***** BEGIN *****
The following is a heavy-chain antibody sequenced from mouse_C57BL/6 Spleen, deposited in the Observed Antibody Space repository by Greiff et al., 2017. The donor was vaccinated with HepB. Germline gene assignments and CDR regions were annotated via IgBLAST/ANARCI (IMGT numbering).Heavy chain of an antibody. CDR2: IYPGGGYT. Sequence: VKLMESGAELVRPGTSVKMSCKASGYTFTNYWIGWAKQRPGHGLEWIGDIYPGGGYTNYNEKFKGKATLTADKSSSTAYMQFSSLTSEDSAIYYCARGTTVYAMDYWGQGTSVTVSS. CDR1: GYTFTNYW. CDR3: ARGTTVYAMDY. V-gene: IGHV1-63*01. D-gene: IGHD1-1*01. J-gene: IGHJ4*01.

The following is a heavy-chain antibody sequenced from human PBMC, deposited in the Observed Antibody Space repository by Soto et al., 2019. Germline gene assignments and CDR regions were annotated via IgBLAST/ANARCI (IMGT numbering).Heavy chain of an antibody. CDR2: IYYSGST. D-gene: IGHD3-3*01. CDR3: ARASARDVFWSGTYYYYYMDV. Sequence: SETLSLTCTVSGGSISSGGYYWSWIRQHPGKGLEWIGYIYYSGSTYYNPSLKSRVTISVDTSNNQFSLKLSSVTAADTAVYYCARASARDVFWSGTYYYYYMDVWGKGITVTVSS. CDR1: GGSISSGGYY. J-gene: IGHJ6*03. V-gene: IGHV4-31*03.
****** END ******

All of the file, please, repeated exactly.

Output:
The following is a heavy-chain antibody sequenced from mouse_C57BL/6 Spleen, deposited in the Observed Antibody Space repository by Greiff et al., 2017. The donor was vaccinated with HepB. Germline gene assignments and CDR regions were annotated via IgBLAST/ANARCI (IMGT numbering).Heavy chain of an antibody. CDR2: IYPGGGYT. Sequence: VKLMESGAELVRPGTSVKMSCKASGYTFTNYWIGWAKQRPGHGLEWIGDIYPGGGYTNYNEKFKGKATLTADKSSSTAYMQFSSLTSEDSAIYYCARGTTVYAMDYWGQGTSVTVSS. CDR1: GYTFTNYW. CDR3: ARGTTVYAMDY. V-gene: IGHV1-63*01. D-gene: IGHD1-1*01. J-gene: IGHJ4*01.

The following is a heavy-chain antibody sequenced from human PBMC, deposited in the Observed Antibody Space repository by Soto et al., 2019. Germline gene assignments and CDR regions were annotated via IgBLAST/ANARCI (IMGT numbering).Heavy chain of an antibody. CDR2: IYYSGST. D-gene: IGHD3-3*01. CDR3: ARASARDVFWSGTYYYYYMDV. Sequence: SETLSLTCTVSGGSISSGGYYWSWIRQHPGKGLEWIGYIYYSGSTYYNPSLKSRVTISVDTSNNQFSLKLSSVTAADTAVYYCARASARDVFWSGTYYYYYMDVWGKGITVTVSS. CDR1: GGSISSGGYY. J-gene: IGHJ6*03. V-gene: IGHV4-31*03.